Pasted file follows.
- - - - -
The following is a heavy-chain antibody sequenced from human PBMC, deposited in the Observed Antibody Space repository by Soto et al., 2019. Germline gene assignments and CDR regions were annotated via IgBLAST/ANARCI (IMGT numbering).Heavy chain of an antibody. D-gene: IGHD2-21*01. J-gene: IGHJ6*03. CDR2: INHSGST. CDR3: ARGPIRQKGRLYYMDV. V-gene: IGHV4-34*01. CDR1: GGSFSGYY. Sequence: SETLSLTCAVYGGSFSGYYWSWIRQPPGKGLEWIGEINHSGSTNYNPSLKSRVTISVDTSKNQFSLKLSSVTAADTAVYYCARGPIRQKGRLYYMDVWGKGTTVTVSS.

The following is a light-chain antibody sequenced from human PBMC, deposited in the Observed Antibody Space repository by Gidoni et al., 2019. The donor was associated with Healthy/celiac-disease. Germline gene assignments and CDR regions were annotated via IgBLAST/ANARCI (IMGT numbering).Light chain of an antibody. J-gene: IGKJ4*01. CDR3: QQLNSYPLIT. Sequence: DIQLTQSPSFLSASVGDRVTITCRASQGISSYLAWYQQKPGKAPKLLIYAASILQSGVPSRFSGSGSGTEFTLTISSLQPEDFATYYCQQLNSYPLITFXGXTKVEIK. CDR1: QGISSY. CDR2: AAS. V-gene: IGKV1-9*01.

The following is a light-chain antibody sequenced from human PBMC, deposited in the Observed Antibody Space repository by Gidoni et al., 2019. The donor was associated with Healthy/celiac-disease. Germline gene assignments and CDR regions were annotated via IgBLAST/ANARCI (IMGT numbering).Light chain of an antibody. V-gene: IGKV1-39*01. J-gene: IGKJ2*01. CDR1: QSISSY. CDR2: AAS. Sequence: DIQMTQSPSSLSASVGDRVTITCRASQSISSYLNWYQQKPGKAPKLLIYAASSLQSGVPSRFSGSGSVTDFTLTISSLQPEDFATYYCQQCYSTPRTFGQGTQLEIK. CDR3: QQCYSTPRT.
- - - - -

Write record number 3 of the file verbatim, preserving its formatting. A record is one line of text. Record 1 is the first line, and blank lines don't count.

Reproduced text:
The following is a light-chain antibody sequenced from human PBMC, deposited in the Observed Antibody Space repository by Gidoni et al., 2019. The donor was associated with Healthy/celiac-disease. Germline gene assignments and CDR regions were annotated via IgBLAST/ANARCI (IMGT numbering).Light chain of an antibody. V-gene: IGKV1-39*01. J-gene: IGKJ2*01. CDR1: QSISSY. CDR2: AAS. Sequence: DIQMTQSPSSLSASVGDRVTITCRASQSISSYLNWYQQKPGKAPKLLIYAASSLQSGVPSRFSGSGSVTDFTLTISSLQPEDFATYYCQQCYSTPRTFGQGTQLEIK. CDR3: QQCYSTPRT.